Another Pioneer Day celebration goes in the books this weekend — that’s 174 Utah birthdays if you’re keeping score — and for the Sons of Utah Pioneers the festivities mean another significant addition to their clubhouse in Salt Lake City.
Already full of pioneer-era artifacts, from Avard Fairbanks sculptures to hundred-year-old oil paintings to the best collection of trek diaries this side of the official archives of The Church of Jesus Christ of Latter-day Saints, the Sons of Utah Pioneers headquarters building near the mouth of Parleys Canyon took possession this week of a hand-painted American flag that’s even older than Pioneer Days.
The flag was made in the 1840s in Nauvoo, Illinois, when that city was headquarters of The Church of Jesus Christ of Latter-day Saints. It is representative of the homemade American flags that were common in the 19th century. This one measures 8 ½ feet by 5 ½ feet and, besides the requisite 13 alternating red and white stripes and the blue background with 13 stars in the corner, it features three drawings: one of a bear, one of a bald eagle and one of a beehive underneath the eagle.
Also unique to the flag are the phrases “LIFE GUARDS” — believed to be a reference to a Mormon militia unit by that name — and “ALWAYS READY” — the militia’s motto.
Reputedly the flag flew atop the Nauvoo Temple before the Latter-day Saints fled Illinois in 1846 and began their trek to the Rocky Mountains.
When they left they took the flag with them.
Halfway to Utah, at a place called Mosquito Creek near Council Bluffs, Iowa, the flag was requisitioned by the 500 Latter-day Saint volunteers who joined the U.S. Army and formed the Mormon Battalion that marched all the way to California.
When the Mexican-American War ended in early 1848 and a portion of these intrepid soldiers finally arrived in the Salt Lake Valley, after walking more than 3,000 miles, what became known as the bear flag (it’s conjectured the bear drawing was added in California in reference to the California Republic’s grizzly bear symbol) was still in their possession.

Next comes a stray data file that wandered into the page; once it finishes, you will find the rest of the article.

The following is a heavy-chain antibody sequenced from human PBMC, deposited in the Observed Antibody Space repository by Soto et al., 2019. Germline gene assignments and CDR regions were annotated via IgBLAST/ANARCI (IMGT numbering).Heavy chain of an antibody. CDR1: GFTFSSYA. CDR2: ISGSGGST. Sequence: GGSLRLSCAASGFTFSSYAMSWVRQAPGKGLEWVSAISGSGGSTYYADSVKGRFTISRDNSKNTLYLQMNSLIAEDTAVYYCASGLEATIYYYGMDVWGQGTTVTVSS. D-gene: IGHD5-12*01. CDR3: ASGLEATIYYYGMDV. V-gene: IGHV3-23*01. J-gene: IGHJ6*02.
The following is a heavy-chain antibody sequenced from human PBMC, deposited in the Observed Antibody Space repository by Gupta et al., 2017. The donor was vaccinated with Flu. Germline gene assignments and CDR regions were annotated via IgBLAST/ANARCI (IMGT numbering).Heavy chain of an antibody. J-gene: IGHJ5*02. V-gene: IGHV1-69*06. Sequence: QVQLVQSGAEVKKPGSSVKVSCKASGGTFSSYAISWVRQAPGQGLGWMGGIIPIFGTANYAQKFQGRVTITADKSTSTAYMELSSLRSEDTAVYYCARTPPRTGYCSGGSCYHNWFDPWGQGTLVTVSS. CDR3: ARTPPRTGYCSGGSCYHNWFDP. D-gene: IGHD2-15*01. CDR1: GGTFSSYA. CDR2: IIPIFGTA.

In Utah Territory, the Life Guards regrouped and John Smith, the eldest son of Hyrum Smith and nephew of Joseph Smith, became the unit’s flag bearer.
History records that the flag, distinguished by its unique characteristics, was featured in many territorial celebrations and events throughout the 1800s. It was last carried by John Smith on July 24, 1897, in the Pioneer Jubilee Parade celebrating 50 years since the Latter-day Saints first entered the valley.
When John Smith died, he handed the flag down to his grandson, Hyrum Gibbs Smith, who in turn bequeathed it to his son Eldred G. Smith, the longtime church patriarch who died at the age of 106 in 2013.
Before his death, Eldred Smith gave the flag to his son, Gary, with a special request: At an appropriate point in time Gary would donate the flag to an organization Eldred Smith affiliated with all his life and had great respect and admiration for: the Sons of Utah Pioneers.
In a dedication ceremony held on Tuesday Gary Smith did his father’s bidding, officially handing over the flag to SUP President Brad Clayton.
Not only did the event coincide with this week’s Pioneer Days celebrations, but it marked exactly 175 years to the day since the Mormon Battalion left Iowa and began its fabled march to the coast.
With appropriate pomp and ceremony, the SUP’s Clayton accepted the Smith family’s gift and hoisted the remarkably well-preserved cotton banner to a position of honor high in the building’s foyer, where it will be available to public view during the building’s operating hours Monday through Thursday, 10 a.m. to 5 p.m.
“It is a priceless gift to the Sons of Utah Pioneers, as invaluable as it is irreplaceable,” said Clayton. “It represents the grit of the pioneers that we all revere and stand for.”
If the flag could speak, the tales it could tell of where it’s been and what it’s seen — of fleeing Illinois and crossing the Mississippi River in the dead of night; of being flown in Santa Fe and Tucson and San Diego as those settlements were in the process of becoming Americanized during the Mormon Battalion’s long march; of being hoisted above Camp Moore in Los Angeles on July 4, 1847 (very likely the first American flag to wave in California); of being presented to Brigham Young upon arrival in Great Salt Lake City.
As it is, its very existence nearly 200 years later speaks volumes — about the valuable link between then and now, about a legacy of perseverance, and about the importance of the present making sure the past has a home in the future.